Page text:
In the NSAI-treated patients, NSAI (letrozole 2.5 mg or anastrozole 1 mg) was given orally once daily on a continuous schedule, and goserelin (3.6 mg) was administered subcutaneously on day 1 of each 28 day cycle, with either Kisqali 600 mg or placebo orally once daily for 21 consecutive days followed by 7 days off until disease progression or unacceptable toxicity. Patients were not allowed to cross over from placebo to Kisqali during the study or after disease progression, or to switch between endocrine combination partners. The primary efficacy endpoint for the study was investigator-assessed PFS using RECIST v1.1.
Patients enrolled in MONALEESA-7 had a median age of 44 years (range 25 to 58) and 28% were younger than 40. The majority of patients were Caucasian (58%), Asian (29%) or Black (3%), and nearly all patients (99%) had an ECOG performance status of 0 or 1. Of the 672 patients, 14% had received prior chemotherapy for metastatic disease, 33% had received chemotherapy in the adjuvant setting, 18% had received chemotherapy in the neoadjuvant setting, 40% had received endocrine therapy in the adjuvant setting, and 0.7% had received endocrine therapy in the neoadjuvant setting. At study entry, 40% of patients had de novo metastatic disease, 24% had bone only disease, and 57% had visceral disease. Demographics and baseline disease characteristics were balanced and comparable between study arms, including in endocrine combination partner subgroups.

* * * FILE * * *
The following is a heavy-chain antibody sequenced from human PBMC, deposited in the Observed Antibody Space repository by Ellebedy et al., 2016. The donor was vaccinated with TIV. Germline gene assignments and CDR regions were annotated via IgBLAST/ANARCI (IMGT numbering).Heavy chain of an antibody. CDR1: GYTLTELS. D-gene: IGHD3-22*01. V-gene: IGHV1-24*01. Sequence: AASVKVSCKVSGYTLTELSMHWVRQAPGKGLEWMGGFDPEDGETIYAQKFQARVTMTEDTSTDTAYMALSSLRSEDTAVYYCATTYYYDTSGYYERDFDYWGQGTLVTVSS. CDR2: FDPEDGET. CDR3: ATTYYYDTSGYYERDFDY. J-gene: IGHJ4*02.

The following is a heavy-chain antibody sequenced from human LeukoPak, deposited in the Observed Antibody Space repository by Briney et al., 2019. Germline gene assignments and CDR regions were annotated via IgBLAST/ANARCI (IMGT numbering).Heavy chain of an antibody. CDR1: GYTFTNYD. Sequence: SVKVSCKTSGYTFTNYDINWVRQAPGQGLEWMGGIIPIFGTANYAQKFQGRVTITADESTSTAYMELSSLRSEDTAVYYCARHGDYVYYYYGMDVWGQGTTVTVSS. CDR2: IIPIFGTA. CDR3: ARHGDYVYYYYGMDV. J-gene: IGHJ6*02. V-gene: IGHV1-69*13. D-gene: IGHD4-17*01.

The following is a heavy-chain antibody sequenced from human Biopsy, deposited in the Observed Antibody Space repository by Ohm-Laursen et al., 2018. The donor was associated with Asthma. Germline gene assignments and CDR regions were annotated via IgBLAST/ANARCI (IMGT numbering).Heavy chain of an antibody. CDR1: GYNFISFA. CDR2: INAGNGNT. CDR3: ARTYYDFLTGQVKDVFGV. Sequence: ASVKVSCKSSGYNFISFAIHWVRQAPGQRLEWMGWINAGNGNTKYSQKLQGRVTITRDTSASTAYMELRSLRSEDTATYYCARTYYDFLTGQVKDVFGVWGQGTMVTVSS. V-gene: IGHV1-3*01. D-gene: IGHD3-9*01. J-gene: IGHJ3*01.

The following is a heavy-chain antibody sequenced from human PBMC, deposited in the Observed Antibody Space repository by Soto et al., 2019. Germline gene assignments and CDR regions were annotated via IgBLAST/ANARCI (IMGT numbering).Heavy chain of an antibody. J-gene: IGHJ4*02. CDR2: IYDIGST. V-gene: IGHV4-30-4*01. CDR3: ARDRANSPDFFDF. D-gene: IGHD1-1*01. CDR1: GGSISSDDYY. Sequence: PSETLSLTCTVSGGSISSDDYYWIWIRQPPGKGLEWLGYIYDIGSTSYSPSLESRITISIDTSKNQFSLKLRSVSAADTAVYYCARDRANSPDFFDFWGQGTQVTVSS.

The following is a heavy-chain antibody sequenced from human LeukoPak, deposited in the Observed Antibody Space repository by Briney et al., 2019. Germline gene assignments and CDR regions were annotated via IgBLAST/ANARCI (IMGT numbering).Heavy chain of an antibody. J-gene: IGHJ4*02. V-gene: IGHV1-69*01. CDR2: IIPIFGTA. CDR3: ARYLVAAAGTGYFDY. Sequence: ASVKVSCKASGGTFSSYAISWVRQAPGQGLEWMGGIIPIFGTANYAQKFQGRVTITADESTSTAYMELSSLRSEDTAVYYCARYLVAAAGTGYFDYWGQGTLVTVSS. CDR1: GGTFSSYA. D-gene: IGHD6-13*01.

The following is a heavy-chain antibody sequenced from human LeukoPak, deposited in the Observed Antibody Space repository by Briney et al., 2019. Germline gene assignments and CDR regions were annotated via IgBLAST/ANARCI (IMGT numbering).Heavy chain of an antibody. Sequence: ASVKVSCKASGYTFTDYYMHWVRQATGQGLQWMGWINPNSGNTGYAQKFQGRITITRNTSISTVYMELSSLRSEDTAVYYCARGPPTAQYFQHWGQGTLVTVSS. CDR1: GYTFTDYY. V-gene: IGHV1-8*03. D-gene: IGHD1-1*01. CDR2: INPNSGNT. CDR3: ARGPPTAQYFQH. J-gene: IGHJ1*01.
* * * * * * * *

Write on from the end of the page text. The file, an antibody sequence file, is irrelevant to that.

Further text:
The efficacy results from a pre-specified subgroup analysis of 495 patients who had received Kisqali or placebo in combination with NSAI plus goserelin are summarised in Table 15 and Figure 2. In the NSAI subgroups, there was no significant difference demonstrated between the treatment arms for the Time to response (TTR) or Duration of response (DoR) - responders. Consistent results were observed in stratification subgroups of disease site and prior chemotherapy for advanced disease. At the time of the PFS analysis, 13% of patients had died, and overall survival data were immature.

MONALEESA-3.

MONALEESA-3 was a randomised double-blind, placebo-controlled, multicentre clinical study of Kisqali plus fulvestrant versus placebo plus fulvestrant for the treatment of men and postmenopausal women with HR-positive, HER2-negative, advanced breast cancer who had received no or only one line of prior endocrine treatment for advanced disease.